Reasons to choose certified organic wine – reply to Irish Times article

A recent article by John Wilson in the Irish Times – ‘organic wine- is it worth the label it’s printed on?’ – motivated me to create this post in reply.

Before diving into the details it is important to state why choose organic – I outline ten key reasons in this post.

Why choose certified organic?

It is your guarantee that the product was made without synthetic fertilisers, systemic pesticides and herbicides or genetic modification. In Europe it’s illegal to say organic if it’s not certified. The organic rules are part of EU law so you can be sure that when you buy a certified organic product no systemic pesticides were used in its production.

The Irish Times article states that small producers say they are not certified organic because it is ‘too expensive’, the ‘paperwork is too laborious’ or the ‘rules are too lax’. I analyse each of these statements below.

a/ ‘Too expensive’ – see my analysis of why this is incorrect and why you should definitely question someone who says they are organic but not certified .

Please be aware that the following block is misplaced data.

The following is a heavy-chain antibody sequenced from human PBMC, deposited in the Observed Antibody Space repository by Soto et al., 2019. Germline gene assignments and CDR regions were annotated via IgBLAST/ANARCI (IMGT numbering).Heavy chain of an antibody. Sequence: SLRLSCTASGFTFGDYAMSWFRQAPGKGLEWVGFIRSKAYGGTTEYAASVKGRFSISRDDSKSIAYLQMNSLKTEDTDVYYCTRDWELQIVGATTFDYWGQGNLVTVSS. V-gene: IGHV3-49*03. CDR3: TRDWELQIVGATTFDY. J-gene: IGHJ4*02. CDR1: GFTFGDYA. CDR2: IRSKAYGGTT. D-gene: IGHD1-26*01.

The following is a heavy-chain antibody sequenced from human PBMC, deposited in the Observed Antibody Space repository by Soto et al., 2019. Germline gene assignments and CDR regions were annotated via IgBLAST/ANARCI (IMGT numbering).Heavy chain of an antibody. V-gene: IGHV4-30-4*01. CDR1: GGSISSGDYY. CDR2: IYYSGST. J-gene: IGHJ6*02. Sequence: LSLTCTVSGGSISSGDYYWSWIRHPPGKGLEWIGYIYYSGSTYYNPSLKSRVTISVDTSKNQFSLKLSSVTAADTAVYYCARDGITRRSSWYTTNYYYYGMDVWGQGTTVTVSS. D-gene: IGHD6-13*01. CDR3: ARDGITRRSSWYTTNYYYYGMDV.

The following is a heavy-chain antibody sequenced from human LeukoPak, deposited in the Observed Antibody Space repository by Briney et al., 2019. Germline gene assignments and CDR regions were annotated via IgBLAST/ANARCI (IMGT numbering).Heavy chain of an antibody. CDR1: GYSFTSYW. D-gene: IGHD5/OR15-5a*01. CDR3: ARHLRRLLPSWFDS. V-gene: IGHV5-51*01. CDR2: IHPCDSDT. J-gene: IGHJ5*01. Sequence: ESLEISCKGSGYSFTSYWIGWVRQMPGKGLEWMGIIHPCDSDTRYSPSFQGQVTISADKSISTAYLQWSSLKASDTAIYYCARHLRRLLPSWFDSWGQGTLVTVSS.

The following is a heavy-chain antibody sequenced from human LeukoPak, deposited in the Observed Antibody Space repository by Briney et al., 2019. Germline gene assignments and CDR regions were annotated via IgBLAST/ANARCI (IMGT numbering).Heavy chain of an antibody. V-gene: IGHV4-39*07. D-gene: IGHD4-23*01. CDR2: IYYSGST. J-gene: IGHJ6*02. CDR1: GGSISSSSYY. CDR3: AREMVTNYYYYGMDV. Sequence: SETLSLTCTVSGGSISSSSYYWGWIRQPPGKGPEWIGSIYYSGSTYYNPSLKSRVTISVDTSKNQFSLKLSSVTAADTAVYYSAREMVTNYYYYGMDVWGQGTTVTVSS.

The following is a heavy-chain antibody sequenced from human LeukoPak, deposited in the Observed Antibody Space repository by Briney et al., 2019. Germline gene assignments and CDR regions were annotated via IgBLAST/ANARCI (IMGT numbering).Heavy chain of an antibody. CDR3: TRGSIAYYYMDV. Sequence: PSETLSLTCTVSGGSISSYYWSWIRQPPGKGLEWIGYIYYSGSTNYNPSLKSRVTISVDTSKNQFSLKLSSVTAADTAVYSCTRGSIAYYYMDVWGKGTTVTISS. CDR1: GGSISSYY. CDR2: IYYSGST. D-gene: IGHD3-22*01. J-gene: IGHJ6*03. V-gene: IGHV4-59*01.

b/ ‘Paperwork too laborious’ – the paper work required for organic certification in France is required by law regardless of whether you are organic or not. Your vineyard file, your winery file and your accounts have to be kept and available regardless of whether you are organic. Yes, on the day of your certification visit every year you will have to spend some time with the certifier (half a day for our farm of around 10ha) but it is a small price to pay to offer the consumer an trustworthy label of our farming and production bona fides. Given EU law the same must be true in all EU countries.

c/ ‘Rules too lax’ – organic certification is a minimum for an ecological farm. Producers are free to apply more strict rules to their farm and wines eg biodynamic or natural in the case of wine. Organic certification is also a prerequisite for biodynamic certifiers like Demeter. Saying you don’t want to be certified because the rules are too lax is not a valid argument – if a producer really is organic they get certified and go to the next level with Demeter / SAINS or whatever suits their less lax preferences.

At Chateau Feely we are organic, biodynamic and natural. We are far stricter than the organic baseline but we are certified organic. Certification offers winelovers a reliable, easy to discern and trustworthy environmental label that is governed by EU law and policed.

Offering alternative certifications like HVE in France and ‘sustainable’ in many countries creates confusion and both are a lower standard than organic. In both of these the farmer can continue to use herbicide but still have an ‘ecological label’ thus creating total confusion for consumers particularly if producers say ‘it is better than organic’ as does the example offered in the Irish Times article.

I have seen the same said by French farmers who are HVE and still happily spraying herbicides on their vineyards. A product laced with herbicide is not an organic or better than organic product.